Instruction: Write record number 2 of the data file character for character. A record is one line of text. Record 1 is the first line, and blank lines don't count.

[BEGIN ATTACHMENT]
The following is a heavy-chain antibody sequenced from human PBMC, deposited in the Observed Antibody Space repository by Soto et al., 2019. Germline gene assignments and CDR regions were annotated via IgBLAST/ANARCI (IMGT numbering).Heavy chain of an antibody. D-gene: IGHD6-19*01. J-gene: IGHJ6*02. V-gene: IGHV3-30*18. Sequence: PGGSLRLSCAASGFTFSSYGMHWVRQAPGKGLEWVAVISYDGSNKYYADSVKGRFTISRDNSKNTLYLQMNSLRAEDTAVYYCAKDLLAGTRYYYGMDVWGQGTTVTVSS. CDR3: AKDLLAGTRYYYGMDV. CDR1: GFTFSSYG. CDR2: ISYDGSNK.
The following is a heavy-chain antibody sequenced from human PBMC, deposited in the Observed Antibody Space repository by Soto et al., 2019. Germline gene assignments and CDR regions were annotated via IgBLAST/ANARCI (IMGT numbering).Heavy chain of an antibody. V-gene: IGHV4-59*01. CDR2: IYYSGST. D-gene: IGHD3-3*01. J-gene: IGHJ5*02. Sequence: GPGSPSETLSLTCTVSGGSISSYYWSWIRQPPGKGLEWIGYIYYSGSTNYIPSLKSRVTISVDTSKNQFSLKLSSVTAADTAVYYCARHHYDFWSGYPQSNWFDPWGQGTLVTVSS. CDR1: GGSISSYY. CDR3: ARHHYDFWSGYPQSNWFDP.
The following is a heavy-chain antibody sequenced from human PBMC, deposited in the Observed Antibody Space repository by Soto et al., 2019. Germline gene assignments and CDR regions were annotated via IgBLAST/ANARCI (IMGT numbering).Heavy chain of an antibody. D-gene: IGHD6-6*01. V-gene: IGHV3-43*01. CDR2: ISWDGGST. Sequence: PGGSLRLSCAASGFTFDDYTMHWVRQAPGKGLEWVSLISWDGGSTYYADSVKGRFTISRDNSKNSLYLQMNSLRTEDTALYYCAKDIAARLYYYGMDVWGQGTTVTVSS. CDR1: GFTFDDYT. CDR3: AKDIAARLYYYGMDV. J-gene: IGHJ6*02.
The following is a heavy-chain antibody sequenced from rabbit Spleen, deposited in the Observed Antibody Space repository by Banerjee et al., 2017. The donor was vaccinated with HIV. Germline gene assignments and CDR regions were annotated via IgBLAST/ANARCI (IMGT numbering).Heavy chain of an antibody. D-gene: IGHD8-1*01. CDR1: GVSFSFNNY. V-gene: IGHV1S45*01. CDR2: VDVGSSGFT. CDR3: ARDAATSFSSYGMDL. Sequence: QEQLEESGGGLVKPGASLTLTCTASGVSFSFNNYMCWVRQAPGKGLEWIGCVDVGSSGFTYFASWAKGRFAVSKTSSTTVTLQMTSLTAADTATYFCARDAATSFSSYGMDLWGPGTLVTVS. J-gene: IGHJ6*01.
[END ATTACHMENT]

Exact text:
The following is a heavy-chain antibody sequenced from human PBMC, deposited in the Observed Antibody Space repository by Soto et al., 2019. Germline gene assignments and CDR regions were annotated via IgBLAST/ANARCI (IMGT numbering).Heavy chain of an antibody. V-gene: IGHV4-59*01. CDR2: IYYSGST. D-gene: IGHD3-3*01. J-gene: IGHJ5*02. Sequence: GPGSPSETLSLTCTVSGGSISSYYWSWIRQPPGKGLEWIGYIYYSGSTNYIPSLKSRVTISVDTSKNQFSLKLSSVTAADTAVYYCARHHYDFWSGYPQSNWFDPWGQGTLVTVSS. CDR1: GGSISSYY. CDR3: ARHHYDFWSGYPQSNWFDP.